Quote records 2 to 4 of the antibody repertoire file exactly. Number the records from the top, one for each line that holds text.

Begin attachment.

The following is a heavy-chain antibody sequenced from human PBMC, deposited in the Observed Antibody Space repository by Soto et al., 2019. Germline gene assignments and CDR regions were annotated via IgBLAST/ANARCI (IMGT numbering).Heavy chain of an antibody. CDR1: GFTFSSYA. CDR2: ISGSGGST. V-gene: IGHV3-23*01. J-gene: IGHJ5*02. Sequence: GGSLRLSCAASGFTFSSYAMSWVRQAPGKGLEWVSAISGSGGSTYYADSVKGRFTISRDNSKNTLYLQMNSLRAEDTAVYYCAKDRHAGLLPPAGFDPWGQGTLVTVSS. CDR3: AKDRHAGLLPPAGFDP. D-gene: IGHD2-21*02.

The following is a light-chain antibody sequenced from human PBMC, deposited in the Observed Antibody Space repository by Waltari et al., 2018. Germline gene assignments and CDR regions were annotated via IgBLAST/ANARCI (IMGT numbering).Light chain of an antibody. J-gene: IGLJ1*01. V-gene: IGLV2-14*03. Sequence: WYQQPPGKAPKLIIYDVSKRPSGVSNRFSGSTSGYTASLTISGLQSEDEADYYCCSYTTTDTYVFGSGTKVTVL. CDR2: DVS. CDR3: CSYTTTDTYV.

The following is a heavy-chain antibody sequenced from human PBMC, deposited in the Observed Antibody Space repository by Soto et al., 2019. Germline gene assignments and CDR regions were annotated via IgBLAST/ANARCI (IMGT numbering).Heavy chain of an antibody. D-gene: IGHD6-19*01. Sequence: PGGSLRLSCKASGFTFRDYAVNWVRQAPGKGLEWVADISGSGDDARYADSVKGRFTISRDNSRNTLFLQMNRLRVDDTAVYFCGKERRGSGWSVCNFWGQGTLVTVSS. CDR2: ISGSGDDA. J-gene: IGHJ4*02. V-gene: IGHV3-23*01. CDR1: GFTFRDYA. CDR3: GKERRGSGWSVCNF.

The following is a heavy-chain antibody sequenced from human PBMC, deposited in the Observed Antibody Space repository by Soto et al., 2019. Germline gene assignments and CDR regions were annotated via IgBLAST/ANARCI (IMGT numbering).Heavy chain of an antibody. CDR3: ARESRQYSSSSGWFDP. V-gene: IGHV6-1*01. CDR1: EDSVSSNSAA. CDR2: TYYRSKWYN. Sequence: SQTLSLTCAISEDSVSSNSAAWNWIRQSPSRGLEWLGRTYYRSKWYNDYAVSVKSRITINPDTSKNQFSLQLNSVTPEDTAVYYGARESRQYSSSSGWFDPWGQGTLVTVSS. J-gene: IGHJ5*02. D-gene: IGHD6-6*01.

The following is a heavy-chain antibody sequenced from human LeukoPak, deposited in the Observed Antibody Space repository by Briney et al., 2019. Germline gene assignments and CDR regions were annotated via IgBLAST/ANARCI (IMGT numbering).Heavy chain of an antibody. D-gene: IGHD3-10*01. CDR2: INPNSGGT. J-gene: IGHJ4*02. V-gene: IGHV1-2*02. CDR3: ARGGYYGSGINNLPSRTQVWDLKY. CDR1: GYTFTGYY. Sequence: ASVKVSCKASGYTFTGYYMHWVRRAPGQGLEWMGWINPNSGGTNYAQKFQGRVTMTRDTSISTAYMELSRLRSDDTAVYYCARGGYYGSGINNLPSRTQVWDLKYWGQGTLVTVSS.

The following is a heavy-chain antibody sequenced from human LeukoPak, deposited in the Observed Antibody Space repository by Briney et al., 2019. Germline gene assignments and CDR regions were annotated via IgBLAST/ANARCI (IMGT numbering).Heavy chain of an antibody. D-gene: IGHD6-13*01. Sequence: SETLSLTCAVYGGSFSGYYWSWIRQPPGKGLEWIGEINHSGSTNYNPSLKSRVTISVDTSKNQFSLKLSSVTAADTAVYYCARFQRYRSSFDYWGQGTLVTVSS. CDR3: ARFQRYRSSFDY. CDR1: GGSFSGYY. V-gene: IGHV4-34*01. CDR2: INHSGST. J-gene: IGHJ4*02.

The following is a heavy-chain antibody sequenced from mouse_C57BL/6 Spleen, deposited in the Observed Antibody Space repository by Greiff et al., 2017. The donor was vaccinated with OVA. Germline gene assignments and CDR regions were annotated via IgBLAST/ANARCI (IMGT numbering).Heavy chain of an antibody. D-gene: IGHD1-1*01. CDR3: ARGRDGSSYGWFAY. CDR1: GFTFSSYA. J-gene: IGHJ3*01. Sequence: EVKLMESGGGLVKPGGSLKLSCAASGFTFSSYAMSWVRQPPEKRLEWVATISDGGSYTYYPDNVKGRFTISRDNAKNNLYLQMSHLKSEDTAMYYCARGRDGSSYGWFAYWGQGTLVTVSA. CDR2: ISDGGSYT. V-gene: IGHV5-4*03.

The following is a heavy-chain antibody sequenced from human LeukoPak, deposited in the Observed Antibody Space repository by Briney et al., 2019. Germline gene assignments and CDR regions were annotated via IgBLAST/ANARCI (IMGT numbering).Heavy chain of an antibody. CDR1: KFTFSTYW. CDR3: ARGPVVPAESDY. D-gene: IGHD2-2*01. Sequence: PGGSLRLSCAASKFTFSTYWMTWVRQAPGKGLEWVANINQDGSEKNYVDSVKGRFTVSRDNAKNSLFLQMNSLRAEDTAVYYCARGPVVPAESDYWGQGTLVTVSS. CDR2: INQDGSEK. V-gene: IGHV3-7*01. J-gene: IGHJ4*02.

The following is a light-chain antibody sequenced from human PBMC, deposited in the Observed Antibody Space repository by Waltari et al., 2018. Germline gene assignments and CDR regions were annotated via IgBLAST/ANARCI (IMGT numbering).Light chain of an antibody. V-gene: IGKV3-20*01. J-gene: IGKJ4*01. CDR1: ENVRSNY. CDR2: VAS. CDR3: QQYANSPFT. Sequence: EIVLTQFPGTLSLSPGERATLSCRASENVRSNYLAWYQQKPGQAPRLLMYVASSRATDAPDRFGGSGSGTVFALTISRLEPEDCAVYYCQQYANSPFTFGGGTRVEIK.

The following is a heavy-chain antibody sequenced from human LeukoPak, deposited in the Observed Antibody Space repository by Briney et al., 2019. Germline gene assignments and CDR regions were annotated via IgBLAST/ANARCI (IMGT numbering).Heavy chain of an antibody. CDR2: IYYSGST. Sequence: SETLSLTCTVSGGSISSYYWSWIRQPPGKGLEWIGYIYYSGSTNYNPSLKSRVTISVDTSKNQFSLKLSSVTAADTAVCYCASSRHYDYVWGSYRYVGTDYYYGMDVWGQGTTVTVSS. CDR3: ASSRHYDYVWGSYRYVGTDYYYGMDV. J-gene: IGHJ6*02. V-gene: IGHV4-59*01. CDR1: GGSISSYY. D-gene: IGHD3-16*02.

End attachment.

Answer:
The following is a light-chain antibody sequenced from human PBMC, deposited in the Observed Antibody Space repository by Waltari et al., 2018. Germline gene assignments and CDR regions were annotated via IgBLAST/ANARCI (IMGT numbering).Light chain of an antibody. J-gene: IGLJ1*01. V-gene: IGLV2-14*03. Sequence: WYQQPPGKAPKLIIYDVSKRPSGVSNRFSGSTSGYTASLTISGLQSEDEADYYCCSYTTTDTYVFGSGTKVTVL. CDR2: DVS. CDR3: CSYTTTDTYV.

The following is a heavy-chain antibody sequenced from human PBMC, deposited in the Observed Antibody Space repository by Soto et al., 2019. Germline gene assignments and CDR regions were annotated via IgBLAST/ANARCI (IMGT numbering).Heavy chain of an antibody. D-gene: IGHD6-19*01. Sequence: PGGSLRLSCKASGFTFRDYAVNWVRQAPGKGLEWVADISGSGDDARYADSVKGRFTISRDNSRNTLFLQMNRLRVDDTAVYFCGKERRGSGWSVCNFWGQGTLVTVSS. CDR2: ISGSGDDA. J-gene: IGHJ4*02. V-gene: IGHV3-23*01. CDR1: GFTFRDYA. CDR3: GKERRGSGWSVCNF.

The following is a heavy-chain antibody sequenced from human PBMC, deposited in the Observed Antibody Space repository by Soto et al., 2019. Germline gene assignments and CDR regions were annotated via IgBLAST/ANARCI (IMGT numbering).Heavy chain of an antibody. CDR3: ARESRQYSSSSGWFDP. V-gene: IGHV6-1*01. CDR1: EDSVSSNSAA. CDR2: TYYRSKWYN. Sequence: SQTLSLTCAISEDSVSSNSAAWNWIRQSPSRGLEWLGRTYYRSKWYNDYAVSVKSRITINPDTSKNQFSLQLNSVTPEDTAVYYGARESRQYSSSSGWFDPWGQGTLVTVSS. J-gene: IGHJ5*02. D-gene: IGHD6-6*01.